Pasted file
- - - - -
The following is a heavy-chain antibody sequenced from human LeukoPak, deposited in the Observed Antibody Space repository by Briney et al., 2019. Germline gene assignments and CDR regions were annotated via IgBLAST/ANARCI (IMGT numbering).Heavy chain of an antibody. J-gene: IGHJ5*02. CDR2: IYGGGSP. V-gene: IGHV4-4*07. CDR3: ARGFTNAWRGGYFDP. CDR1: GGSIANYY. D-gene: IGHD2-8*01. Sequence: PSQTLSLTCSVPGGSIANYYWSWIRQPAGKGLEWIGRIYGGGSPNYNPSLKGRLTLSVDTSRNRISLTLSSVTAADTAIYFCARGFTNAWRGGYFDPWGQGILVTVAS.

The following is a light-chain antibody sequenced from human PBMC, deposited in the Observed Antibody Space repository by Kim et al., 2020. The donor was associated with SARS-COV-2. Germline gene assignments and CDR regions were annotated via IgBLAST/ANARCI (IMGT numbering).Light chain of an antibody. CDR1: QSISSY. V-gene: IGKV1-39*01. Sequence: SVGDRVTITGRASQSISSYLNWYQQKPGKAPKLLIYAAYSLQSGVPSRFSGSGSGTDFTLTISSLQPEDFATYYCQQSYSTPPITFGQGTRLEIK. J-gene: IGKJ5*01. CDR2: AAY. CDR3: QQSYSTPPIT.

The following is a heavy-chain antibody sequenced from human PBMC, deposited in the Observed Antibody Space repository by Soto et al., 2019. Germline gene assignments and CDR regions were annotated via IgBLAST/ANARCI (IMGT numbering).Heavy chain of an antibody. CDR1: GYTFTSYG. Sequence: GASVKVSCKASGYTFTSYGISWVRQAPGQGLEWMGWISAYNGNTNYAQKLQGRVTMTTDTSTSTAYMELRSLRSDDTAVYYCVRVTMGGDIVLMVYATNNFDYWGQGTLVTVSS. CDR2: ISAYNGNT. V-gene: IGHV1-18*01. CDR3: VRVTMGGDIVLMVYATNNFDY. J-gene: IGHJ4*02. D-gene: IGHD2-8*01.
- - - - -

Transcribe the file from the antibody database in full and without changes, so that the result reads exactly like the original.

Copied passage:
The following is a heavy-chain antibody sequenced from human LeukoPak, deposited in the Observed Antibody Space repository by Briney et al., 2019. Germline gene assignments and CDR regions were annotated via IgBLAST/ANARCI (IMGT numbering).Heavy chain of an antibody. J-gene: IGHJ5*02. CDR2: IYGGGSP. V-gene: IGHV4-4*07. CDR3: ARGFTNAWRGGYFDP. CDR1: GGSIANYY. D-gene: IGHD2-8*01. Sequence: PSQTLSLTCSVPGGSIANYYWSWIRQPAGKGLEWIGRIYGGGSPNYNPSLKGRLTLSVDTSRNRISLTLSSVTAADTAIYFCARGFTNAWRGGYFDPWGQGILVTVAS.

The following is a light-chain antibody sequenced from human PBMC, deposited in the Observed Antibody Space repository by Kim et al., 2020. The donor was associated with SARS-COV-2. Germline gene assignments and CDR regions were annotated via IgBLAST/ANARCI (IMGT numbering).Light chain of an antibody. CDR1: QSISSY. V-gene: IGKV1-39*01. Sequence: SVGDRVTITGRASQSISSYLNWYQQKPGKAPKLLIYAAYSLQSGVPSRFSGSGSGTDFTLTISSLQPEDFATYYCQQSYSTPPITFGQGTRLEIK. J-gene: IGKJ5*01. CDR2: AAY. CDR3: QQSYSTPPIT.

The following is a heavy-chain antibody sequenced from human PBMC, deposited in the Observed Antibody Space repository by Soto et al., 2019. Germline gene assignments and CDR regions were annotated via IgBLAST/ANARCI (IMGT numbering).Heavy chain of an antibody. CDR1: GYTFTSYG. Sequence: GASVKVSCKASGYTFTSYGISWVRQAPGQGLEWMGWISAYNGNTNYAQKLQGRVTMTTDTSTSTAYMELRSLRSDDTAVYYCVRVTMGGDIVLMVYATNNFDYWGQGTLVTVSS. CDR2: ISAYNGNT. V-gene: IGHV1-18*01. CDR3: VRVTMGGDIVLMVYATNNFDY. J-gene: IGHJ4*02. D-gene: IGHD2-8*01.